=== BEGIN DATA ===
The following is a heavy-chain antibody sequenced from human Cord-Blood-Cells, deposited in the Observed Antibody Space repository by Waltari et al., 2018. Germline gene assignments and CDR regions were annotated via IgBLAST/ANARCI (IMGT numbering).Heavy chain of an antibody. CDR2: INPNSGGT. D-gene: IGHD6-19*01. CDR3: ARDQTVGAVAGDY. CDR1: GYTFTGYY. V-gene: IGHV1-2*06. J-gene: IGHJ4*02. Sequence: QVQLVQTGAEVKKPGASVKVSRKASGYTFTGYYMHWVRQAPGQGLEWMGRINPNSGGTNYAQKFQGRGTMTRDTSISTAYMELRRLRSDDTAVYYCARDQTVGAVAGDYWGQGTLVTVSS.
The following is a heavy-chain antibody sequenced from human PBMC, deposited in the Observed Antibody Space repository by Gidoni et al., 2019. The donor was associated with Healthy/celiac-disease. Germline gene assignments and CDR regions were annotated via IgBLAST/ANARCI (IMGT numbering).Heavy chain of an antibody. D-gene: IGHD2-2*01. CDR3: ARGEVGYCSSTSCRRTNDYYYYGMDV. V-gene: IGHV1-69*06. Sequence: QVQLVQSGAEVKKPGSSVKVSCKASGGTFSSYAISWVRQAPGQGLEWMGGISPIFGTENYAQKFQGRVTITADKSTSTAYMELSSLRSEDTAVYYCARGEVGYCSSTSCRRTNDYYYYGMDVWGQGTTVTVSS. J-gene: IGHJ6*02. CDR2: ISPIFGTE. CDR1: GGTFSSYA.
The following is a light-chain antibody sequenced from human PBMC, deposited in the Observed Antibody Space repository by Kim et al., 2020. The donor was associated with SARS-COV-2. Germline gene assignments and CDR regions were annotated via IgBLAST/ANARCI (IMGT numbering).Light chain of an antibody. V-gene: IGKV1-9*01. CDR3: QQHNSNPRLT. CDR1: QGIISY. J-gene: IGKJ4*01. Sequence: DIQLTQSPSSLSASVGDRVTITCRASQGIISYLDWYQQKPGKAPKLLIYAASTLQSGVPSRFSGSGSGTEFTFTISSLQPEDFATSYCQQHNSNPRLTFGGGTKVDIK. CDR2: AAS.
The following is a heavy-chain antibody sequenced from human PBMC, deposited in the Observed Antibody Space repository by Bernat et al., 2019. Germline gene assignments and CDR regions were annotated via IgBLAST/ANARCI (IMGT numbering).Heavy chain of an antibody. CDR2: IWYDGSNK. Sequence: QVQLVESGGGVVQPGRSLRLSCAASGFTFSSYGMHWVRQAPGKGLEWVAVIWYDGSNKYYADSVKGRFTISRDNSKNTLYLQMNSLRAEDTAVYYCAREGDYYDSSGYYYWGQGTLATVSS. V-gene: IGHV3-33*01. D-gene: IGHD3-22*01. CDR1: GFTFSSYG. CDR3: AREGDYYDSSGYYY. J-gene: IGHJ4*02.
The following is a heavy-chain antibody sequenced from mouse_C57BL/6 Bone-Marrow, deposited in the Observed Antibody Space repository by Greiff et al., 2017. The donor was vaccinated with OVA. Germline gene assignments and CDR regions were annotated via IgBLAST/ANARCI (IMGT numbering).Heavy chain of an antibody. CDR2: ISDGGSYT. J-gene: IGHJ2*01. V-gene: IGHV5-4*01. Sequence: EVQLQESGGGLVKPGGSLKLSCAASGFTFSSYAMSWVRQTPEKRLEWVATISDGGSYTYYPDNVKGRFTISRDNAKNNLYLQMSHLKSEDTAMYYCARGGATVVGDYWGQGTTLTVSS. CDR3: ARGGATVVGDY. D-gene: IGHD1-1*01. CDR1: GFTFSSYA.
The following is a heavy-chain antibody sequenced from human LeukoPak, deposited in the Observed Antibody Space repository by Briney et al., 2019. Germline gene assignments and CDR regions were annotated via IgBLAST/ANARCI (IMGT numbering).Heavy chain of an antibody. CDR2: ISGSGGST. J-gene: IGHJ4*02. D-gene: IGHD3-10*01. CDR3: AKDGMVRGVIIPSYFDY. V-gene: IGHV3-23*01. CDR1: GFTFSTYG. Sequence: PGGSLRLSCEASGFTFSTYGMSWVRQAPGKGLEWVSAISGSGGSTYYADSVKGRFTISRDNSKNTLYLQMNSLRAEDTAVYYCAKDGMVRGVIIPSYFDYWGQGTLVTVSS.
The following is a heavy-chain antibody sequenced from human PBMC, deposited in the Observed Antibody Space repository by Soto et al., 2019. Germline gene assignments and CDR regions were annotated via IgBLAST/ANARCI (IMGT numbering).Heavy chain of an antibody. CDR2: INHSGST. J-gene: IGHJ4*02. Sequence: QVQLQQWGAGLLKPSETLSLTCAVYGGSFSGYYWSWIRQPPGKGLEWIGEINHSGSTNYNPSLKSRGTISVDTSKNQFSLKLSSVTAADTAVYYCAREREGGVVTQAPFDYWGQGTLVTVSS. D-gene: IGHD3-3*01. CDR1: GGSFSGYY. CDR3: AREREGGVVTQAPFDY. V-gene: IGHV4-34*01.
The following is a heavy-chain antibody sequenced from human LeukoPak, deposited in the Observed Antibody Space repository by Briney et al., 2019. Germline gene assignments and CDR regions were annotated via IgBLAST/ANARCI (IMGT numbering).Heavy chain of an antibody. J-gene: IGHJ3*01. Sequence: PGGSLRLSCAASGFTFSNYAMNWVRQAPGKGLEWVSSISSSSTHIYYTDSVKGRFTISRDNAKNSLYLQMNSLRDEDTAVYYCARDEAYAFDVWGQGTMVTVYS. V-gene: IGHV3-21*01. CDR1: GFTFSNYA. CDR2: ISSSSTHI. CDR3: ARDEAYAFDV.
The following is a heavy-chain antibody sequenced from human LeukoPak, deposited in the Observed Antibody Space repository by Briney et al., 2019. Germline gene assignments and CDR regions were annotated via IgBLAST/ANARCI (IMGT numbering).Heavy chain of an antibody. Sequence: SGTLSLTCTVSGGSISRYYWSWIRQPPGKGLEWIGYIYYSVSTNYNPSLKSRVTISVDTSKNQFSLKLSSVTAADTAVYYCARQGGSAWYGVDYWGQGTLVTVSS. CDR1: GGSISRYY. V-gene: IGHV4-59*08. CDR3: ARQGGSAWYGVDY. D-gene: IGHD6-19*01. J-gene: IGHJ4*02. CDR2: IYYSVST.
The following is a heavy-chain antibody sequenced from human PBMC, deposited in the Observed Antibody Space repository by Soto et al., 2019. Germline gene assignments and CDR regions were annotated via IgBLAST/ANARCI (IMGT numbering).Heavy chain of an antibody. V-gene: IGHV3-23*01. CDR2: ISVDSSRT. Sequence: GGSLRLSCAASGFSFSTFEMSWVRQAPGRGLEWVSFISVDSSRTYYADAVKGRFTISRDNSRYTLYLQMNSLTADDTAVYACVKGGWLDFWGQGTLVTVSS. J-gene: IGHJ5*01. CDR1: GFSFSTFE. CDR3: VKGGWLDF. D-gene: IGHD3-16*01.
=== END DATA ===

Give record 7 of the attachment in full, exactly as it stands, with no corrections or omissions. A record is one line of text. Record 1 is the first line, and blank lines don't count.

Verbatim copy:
The following is a heavy-chain antibody sequenced from human PBMC, deposited in the Observed Antibody Space repository by Soto et al., 2019. Germline gene assignments and CDR regions were annotated via IgBLAST/ANARCI (IMGT numbering).Heavy chain of an antibody. CDR2: INHSGST. J-gene: IGHJ4*02. Sequence: QVQLQQWGAGLLKPSETLSLTCAVYGGSFSGYYWSWIRQPPGKGLEWIGEINHSGSTNYNPSLKSRGTISVDTSKNQFSLKLSSVTAADTAVYYCAREREGGVVTQAPFDYWGQGTLVTVSS. D-gene: IGHD3-3*01. CDR1: GGSFSGYY. CDR3: AREREGGVVTQAPFDY. V-gene: IGHV4-34*01.